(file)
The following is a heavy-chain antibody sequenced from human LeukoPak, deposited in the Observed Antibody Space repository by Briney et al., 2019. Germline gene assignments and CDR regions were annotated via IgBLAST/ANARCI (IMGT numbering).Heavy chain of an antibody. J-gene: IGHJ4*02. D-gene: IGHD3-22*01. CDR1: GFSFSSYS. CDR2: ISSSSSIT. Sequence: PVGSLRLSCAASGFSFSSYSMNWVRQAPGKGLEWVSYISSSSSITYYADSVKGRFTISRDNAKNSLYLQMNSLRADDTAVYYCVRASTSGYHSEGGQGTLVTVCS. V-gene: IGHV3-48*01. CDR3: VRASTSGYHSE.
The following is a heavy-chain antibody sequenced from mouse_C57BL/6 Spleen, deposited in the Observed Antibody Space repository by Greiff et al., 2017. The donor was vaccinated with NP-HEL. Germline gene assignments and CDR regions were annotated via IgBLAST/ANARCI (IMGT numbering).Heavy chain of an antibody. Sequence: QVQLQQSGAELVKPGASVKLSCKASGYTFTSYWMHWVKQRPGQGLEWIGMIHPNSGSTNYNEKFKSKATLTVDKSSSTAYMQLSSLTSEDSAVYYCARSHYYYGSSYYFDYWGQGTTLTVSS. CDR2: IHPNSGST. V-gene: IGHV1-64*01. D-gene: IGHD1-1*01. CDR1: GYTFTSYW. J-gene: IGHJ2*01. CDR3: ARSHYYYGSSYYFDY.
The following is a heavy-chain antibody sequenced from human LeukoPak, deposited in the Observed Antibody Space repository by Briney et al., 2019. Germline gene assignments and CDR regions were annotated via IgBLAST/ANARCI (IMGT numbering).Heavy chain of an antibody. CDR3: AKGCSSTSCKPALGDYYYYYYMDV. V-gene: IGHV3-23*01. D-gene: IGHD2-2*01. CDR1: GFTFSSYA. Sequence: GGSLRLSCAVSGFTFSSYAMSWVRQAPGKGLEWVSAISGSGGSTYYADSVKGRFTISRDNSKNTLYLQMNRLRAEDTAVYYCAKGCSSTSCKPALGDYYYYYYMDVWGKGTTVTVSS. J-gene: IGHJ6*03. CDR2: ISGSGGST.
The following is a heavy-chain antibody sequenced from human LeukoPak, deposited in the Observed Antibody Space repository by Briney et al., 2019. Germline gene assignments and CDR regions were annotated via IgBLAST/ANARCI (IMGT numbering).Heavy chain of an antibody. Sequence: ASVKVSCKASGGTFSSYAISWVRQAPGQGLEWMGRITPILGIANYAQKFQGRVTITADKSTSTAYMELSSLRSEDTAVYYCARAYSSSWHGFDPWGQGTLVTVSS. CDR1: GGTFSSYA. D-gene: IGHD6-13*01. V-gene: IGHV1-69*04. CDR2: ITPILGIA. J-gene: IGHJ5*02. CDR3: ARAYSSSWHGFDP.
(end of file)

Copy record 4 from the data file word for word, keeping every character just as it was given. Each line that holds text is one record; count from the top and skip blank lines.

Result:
The following is a heavy-chain antibody sequenced from human LeukoPak, deposited in the Observed Antibody Space repository by Briney et al., 2019. Germline gene assignments and CDR regions were annotated via IgBLAST/ANARCI (IMGT numbering).Heavy chain of an antibody. Sequence: ASVKVSCKASGGTFSSYAISWVRQAPGQGLEWMGRITPILGIANYAQKFQGRVTITADKSTSTAYMELSSLRSEDTAVYYCARAYSSSWHGFDPWGQGTLVTVSS. CDR1: GGTFSSYA. D-gene: IGHD6-13*01. V-gene: IGHV1-69*04. CDR2: ITPILGIA. J-gene: IGHJ5*02. CDR3: ARAYSSSWHGFDP.